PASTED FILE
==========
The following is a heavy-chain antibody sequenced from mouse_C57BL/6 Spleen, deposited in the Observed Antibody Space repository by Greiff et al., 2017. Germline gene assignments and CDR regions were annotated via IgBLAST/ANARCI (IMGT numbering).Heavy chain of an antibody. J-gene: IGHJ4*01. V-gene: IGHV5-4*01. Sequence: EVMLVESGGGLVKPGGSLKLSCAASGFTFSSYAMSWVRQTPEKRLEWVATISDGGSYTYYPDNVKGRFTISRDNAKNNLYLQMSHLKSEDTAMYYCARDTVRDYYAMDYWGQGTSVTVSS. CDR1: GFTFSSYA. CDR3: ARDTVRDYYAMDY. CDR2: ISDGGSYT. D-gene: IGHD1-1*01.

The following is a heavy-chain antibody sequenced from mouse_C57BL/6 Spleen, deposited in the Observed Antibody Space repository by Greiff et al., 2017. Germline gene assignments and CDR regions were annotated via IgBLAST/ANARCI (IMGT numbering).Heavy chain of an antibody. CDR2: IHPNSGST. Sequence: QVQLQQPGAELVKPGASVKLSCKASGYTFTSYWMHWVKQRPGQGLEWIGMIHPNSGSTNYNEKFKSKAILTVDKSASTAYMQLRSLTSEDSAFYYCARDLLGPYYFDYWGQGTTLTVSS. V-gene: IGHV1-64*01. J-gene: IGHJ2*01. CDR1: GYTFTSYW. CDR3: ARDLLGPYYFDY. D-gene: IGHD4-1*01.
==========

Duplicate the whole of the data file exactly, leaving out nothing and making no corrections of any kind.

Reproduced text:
The following is a heavy-chain antibody sequenced from mouse_C57BL/6 Spleen, deposited in the Observed Antibody Space repository by Greiff et al., 2017. Germline gene assignments and CDR regions were annotated via IgBLAST/ANARCI (IMGT numbering).Heavy chain of an antibody. J-gene: IGHJ4*01. V-gene: IGHV5-4*01. Sequence: EVMLVESGGGLVKPGGSLKLSCAASGFTFSSYAMSWVRQTPEKRLEWVATISDGGSYTYYPDNVKGRFTISRDNAKNNLYLQMSHLKSEDTAMYYCARDTVRDYYAMDYWGQGTSVTVSS. CDR1: GFTFSSYA. CDR3: ARDTVRDYYAMDY. CDR2: ISDGGSYT. D-gene: IGHD1-1*01.

The following is a heavy-chain antibody sequenced from mouse_C57BL/6 Spleen, deposited in the Observed Antibody Space repository by Greiff et al., 2017. Germline gene assignments and CDR regions were annotated via IgBLAST/ANARCI (IMGT numbering).Heavy chain of an antibody. CDR2: IHPNSGST. Sequence: QVQLQQPGAELVKPGASVKLSCKASGYTFTSYWMHWVKQRPGQGLEWIGMIHPNSGSTNYNEKFKSKAILTVDKSASTAYMQLRSLTSEDSAFYYCARDLLGPYYFDYWGQGTTLTVSS. V-gene: IGHV1-64*01. J-gene: IGHJ2*01. CDR1: GYTFTSYW. CDR3: ARDLLGPYYFDY. D-gene: IGHD4-1*01.